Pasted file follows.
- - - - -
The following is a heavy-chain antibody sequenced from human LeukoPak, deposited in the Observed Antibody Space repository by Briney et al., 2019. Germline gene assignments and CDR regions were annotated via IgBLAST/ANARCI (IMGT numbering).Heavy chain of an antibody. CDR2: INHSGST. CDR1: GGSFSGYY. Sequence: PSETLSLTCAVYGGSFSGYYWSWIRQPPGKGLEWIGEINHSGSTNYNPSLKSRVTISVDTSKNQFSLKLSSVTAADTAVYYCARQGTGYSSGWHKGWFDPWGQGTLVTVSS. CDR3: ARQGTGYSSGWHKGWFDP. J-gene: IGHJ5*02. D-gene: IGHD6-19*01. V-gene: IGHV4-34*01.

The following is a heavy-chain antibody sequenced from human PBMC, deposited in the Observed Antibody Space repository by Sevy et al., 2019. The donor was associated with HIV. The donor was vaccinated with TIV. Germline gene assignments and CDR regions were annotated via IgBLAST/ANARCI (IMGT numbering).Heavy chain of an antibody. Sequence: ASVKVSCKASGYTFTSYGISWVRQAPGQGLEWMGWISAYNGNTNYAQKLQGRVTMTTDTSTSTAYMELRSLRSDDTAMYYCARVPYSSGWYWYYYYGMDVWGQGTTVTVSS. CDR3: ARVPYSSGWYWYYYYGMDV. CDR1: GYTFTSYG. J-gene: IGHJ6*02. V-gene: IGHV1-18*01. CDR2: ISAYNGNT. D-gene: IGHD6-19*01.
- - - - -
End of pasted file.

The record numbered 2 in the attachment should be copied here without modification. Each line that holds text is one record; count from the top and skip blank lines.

The following is a heavy-chain antibody sequenced from human PBMC, deposited in the Observed Antibody Space repository by Sevy et al., 2019. The donor was associated with HIV. The donor was vaccinated with TIV. Germline gene assignments and CDR regions were annotated via IgBLAST/ANARCI (IMGT numbering).Heavy chain of an antibody. Sequence: ASVKVSCKASGYTFTSYGISWVRQAPGQGLEWMGWISAYNGNTNYAQKLQGRVTMTTDTSTSTAYMELRSLRSDDTAMYYCARVPYSSGWYWYYYYGMDVWGQGTTVTVSS. CDR3: ARVPYSSGWYWYYYYGMDV. CDR1: GYTFTSYG. J-gene: IGHJ6*02. V-gene: IGHV1-18*01. CDR2: ISAYNGNT. D-gene: IGHD6-19*01.